June’s winter initiation season will be the first test of a law designed to improve the safety of traditional male circumcision in South Africa’s Eastern Cape Province, Dispatch Live reports. These changes to the Customary Male Initiation Practice Act passed the provincial legislature unanimously and were signed into law in May. The new law requires registration of traditional circumcisers and traditional nurses and sets the minimum age for traditional circumcision at 18. The Daily Dispatch reported in January that 29 initiates died and nine traditional surgeons and nurses were arrested during the 2016 summer initiation season (Dispatch Live, 15 June 2017).

The annual rate of new HIV infections has fallen by 42 percent over the past four years ― from 1.17 percent to 0.66 percent ― in one of the most-studied groups of people in Africa, Aidsmap reports. Speaking at the Conference on Retroviruses and Opportunistic Infections (CROI 2017) in Seattle, Washington, USA, on 14 February, presenter Mary Grabowski confirmed that this is the first population-level decrease in HIV incidence observed in cohort studies in Rakai, Uganda, dating from 1994. (The Rakai Cohort Study enrolls all adults who wish to participate and are ages 15 to 49 in a 50-village territory.) Data from 12 surveys conducted in 30 villages in Rakai from 1999 to 2016 show that HIV incidence held steady for 10 years, then began to drop in 2011. Increases in the proportion of people living with HIV who are virally suppressed, in coverage of voluntary medical male circumcision, and in the delay of sexual debut among young people all appear to be contributing to the decline in new HIV infections (Aidsmap, 14 February 2017).

Three large studies in South Africa, Zimbabwe, and Kenya have found no evidence that men who have been circumcised engage in riskier sexual behaviour compared to uncircumcised men, Aidsmap reports. The studies examined self-reported behaviours, including condom use and number of sexual partners, to assess whether men adopted riskier sexual behavior after becoming circumcised. Such “risk compensation” would mitigate or negate the protective effect of male circumcision in reducing HIV infection. In each of the studies, there were no statistically significant differences in the sexual behaviors of circumcised and uncircumcised men. The studies in South Africa and Zimbabwe were presented at the recent Conference on Retroviruses and Opportunistic Infections (CROI 2017), and the Kenya study was published in the February issue of the Journal of Acquired Immune Deficiency Syndromes (Aidsmap, 22 February 2017).

Updated recommendations on tetanus vaccination, published in a position paper in the Weekly Epidemiological Record of the World Health Organization (WHO) on 10 February 2017, address a gap in immunity among boys and men identified in part through safety monitoring of voluntary medical male circumcision (VMMC) programmes. A WHO-led review reported that 15 cases of tetanus identified by August 2016, after more than 12 million VMMCs, were due primarily to an increased risk of tetanus with use of an elastic collar compression method of circumcision or application to circumcision wounds of substances that may contain C tetani spores. It also revealed that adolescent boys in African countries are less likely than girls to have received the booster doses of tetanus toxoid-containing vaccine needed for lifelong protection against tetanus.

In response, WHO issued recommendations to prevent rare but potentially fatal cases of tetanus following VMMC and worked with the Strategic Advisory Group of Experts on Immunization on recommendations for increasing tetanus booster coverage among girls and boys. This guidance (see pp. 72-73 of the position paper) includes recommendations for providing “catch-up” tetanus immunisations to adolescent and adult VMMC clients prior to or at the time of VMMC and to adolescent girls and boys during delivery of HPV vaccinations. Three routine tetanus boosters are now recommended at 12 to 23 months, 4 to 7 years, and 9 to 15 years of age, allowing for the flexibility to provide these vaccinations with other services (WHO Weekly Epidemiological Record, 10 February 2017).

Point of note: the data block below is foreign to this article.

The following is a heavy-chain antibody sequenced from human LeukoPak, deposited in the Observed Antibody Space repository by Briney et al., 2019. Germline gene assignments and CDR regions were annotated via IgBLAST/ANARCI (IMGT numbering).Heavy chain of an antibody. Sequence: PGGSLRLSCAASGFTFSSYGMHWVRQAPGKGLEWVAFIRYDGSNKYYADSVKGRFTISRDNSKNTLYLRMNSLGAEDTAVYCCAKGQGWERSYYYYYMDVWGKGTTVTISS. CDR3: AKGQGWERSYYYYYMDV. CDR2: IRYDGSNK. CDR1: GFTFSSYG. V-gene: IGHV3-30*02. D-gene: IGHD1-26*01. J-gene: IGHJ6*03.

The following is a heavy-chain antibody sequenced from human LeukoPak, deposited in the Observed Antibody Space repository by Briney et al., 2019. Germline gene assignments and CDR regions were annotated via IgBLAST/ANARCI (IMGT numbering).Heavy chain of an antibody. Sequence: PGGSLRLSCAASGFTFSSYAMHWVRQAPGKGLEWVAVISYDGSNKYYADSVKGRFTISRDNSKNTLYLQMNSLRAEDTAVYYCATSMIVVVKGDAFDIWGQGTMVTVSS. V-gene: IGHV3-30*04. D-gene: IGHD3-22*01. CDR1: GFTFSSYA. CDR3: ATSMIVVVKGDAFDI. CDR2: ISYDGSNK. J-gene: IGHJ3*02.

Photo credit: Emmanuel Dipo Otolorin, Courtesy of Photoshare

Uganda has registered a drastic decline in the number of voluntary medical male circumcisions (VMMCs) performed, from 900,000 procedures conducted annually in the past years to 556,000 in 2015, The Monitor reports. The manager of the Ministry of Health’s (MOH’s) AIDS control programme is quoted as saying that the reduction came after the government began giving VMMC clients two tetanus toxoid (TT)-containing vaccinations four weeks apart before circumcising them. The World Health Organization (WHO) recommended integrating TT vaccination into VMMC services after rare but fatal cases of tetanus infection were reported in Uganda and several other countries. WHO’s latest guidance, based on a technical review of  tetanus cases after VMMC, recommends different approaches to TT vaccination depending on whether male circumcision is performed surgically or with an elastic-collar compression device. The Monitor reports that Uganda’s MOH is reviewing its policy and will likely move to giving one dose of TT-containing vaccine before surgical male circumcision but retain the two-dose schedule for nonsurgical VMMC procedures unless clients have documented evidence of adequate protection against tetanus (The Monitor, 8 February 2017).

Educating religious leaders about how voluntary medical male circumcision (VMMC) helps prevent HIV infection increased the number of men being circumcised in Tanzania, a study published in The Lancet has found. The intervention consisted of a one-day seminar co-taught by a Tanzania pastor and a clinician who worked with the Tanzanian Ministry of Health (MOH), followed by meetings with the study team every two weeks. The church leaders who received this education developed culturally appropriate ways to promote VMMC in their villages. In the eight villages where the leaders were taught about circumcision, 52.8 percent of men became circumcised during the MOH’s VMMC campaign, compared to 29.5 percent of men in eight villages that received information from the campaign only — a 23 percent increase. The researchers estimate that if the intervention were used across Tanzania, it could lead to an additional 1.4 million male circumcisions, which could prevent 65,000 to 200,000 new HIV infections. In a commentary on the study, Nelson Sewankambo and David Mafigiri of Makerere University in Uganda call for more research on innovative religious-based interventions to promote healthy behaviour in religious communities (The Lancet, 14 July 2017).